4. Mohammed Salah
Liverpool fans right now are enjoying watching the best side they have seen don the red shirt since the great teams of the 70s and 80s. Therefore, it should come as no surprise that the Red’s current ‘Egyptian King’ of the Kop features so highly on this list.
Salah was bought from Roma for £39 million in the summer of 2017. That price looks like an absolute bargain for a player that has led Klopp’s team to a slew of success, breaking individual records galore along the way.
The winger was crowned PFA Player of the Year in his first season in the league after scoring 32 goals, a record-breaking haul. Salah backed this up by retaining his top goalscorer crown the following season as Liverpool finished as Champions League winners and PL runners up.
Unbelievably quick and capable of twisting a defender inside out, Liverpool’s no. 11 is one of the finest wingers to have played in the Premier League.
With the Anfield outfit looking set to lift the Premier League (dependent on the season being voided) this season, Salah looks set to only add to his Hall of Fame credentials over the next few years.
3. Virgil Van Dijk
If you were attempting to pinpoint the moment that changed Liverpool from a ‘nearly team’ into a team worthy of the title of ‘Champions of the World’, you could do little better than look to Virgil Van Dijk’s move to Merseyside in January 2018.
A commanding leader at the back, Van Dijk is equally adept at cutting out a dangerous opposition attack with a well-timed interception as was at providing a killer pass to set up an attack.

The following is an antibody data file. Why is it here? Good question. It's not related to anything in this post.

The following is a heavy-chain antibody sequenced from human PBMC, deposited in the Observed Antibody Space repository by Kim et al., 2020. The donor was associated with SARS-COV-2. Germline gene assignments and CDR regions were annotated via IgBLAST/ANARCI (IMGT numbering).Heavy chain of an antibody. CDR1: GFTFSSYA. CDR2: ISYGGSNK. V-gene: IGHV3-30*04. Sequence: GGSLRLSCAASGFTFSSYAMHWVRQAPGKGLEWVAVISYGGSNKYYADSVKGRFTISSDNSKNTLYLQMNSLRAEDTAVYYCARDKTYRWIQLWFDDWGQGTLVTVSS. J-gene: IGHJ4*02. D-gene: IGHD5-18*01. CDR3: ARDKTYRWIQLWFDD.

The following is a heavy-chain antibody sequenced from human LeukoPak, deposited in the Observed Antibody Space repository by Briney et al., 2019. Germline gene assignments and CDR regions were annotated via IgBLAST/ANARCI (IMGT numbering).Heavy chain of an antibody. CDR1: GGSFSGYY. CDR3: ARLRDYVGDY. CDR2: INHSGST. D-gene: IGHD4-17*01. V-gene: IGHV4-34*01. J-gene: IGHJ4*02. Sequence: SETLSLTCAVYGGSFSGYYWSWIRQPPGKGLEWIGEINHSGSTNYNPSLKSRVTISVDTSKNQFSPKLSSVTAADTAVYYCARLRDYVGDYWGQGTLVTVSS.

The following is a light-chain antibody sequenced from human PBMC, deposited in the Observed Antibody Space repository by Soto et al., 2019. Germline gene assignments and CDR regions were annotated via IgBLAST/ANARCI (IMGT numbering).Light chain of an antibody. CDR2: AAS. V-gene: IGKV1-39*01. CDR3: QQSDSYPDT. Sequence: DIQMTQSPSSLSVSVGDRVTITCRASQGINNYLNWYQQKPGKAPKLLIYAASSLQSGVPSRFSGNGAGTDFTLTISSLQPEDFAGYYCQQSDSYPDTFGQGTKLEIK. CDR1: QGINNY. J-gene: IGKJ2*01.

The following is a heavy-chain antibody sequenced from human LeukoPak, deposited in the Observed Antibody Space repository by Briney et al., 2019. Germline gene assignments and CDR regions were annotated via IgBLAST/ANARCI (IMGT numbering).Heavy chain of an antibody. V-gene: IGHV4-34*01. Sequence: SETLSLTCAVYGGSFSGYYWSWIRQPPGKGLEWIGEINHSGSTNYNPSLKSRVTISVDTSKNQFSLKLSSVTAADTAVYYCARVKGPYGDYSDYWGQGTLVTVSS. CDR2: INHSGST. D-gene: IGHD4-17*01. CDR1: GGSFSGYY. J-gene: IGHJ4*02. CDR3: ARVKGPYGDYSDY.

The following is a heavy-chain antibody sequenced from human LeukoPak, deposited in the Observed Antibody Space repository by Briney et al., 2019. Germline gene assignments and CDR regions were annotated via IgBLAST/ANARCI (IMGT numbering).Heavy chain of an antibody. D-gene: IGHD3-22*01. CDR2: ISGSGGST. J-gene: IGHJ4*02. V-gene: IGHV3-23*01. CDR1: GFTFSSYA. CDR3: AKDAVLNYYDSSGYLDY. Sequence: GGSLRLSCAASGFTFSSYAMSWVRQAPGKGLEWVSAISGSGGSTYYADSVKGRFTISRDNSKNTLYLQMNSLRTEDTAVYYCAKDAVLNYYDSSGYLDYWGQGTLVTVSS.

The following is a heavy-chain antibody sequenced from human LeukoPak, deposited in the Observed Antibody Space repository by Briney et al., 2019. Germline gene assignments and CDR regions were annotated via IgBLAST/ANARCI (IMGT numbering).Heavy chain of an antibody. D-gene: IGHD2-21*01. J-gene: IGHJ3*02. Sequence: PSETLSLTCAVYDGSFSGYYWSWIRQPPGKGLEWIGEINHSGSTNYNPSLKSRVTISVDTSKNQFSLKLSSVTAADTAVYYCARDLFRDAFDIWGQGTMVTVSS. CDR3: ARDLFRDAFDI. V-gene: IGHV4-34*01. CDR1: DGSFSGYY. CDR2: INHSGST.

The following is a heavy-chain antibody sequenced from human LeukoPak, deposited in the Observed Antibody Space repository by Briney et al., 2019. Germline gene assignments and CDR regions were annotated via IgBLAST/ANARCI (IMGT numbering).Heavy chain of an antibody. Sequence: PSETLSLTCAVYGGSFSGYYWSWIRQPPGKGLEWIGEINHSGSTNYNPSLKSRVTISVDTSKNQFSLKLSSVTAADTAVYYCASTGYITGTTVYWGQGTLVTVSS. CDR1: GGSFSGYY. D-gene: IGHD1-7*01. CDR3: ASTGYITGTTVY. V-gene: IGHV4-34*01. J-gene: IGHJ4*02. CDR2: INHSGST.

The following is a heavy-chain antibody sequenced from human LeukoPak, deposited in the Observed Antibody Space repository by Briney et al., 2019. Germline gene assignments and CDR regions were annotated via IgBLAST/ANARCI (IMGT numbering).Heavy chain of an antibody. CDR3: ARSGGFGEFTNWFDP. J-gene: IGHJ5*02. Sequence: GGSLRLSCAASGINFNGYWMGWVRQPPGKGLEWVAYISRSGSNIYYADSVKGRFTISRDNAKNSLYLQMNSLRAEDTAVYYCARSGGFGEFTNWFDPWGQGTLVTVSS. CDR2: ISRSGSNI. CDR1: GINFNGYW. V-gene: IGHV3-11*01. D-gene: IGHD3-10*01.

The calmness of the Dutch giant has rubbed off on his teammates, transforming a defence once renowned for it’s tendency to leak goals, to one of the best in Europe.
The defender has already has an extremely impressive resume. In the 2019 alone, he lifted the Champions League, the World Club Cup and the Super Cup as well as receiving a slew of personal awards.
Van Dijk picked up the PFA Player of the Year, UEFA Men’s Player of the Year and a close fought second place in the Ballon D’or after producing the best individual season seen by any defender in the Premier League in 2018/19.
Already being compared with the greats of English football – Terry, Ferdinand ect. – there is no doubt in my mind that by the time he hangs up his boots, the Dutch star will go down as one of the best defenders in Premier League history.
2. Jamie Carragher
Whilst never at the top of the class in his position, Jamie Carragher is more than deserving of a place in the Premier League Hall of Fame.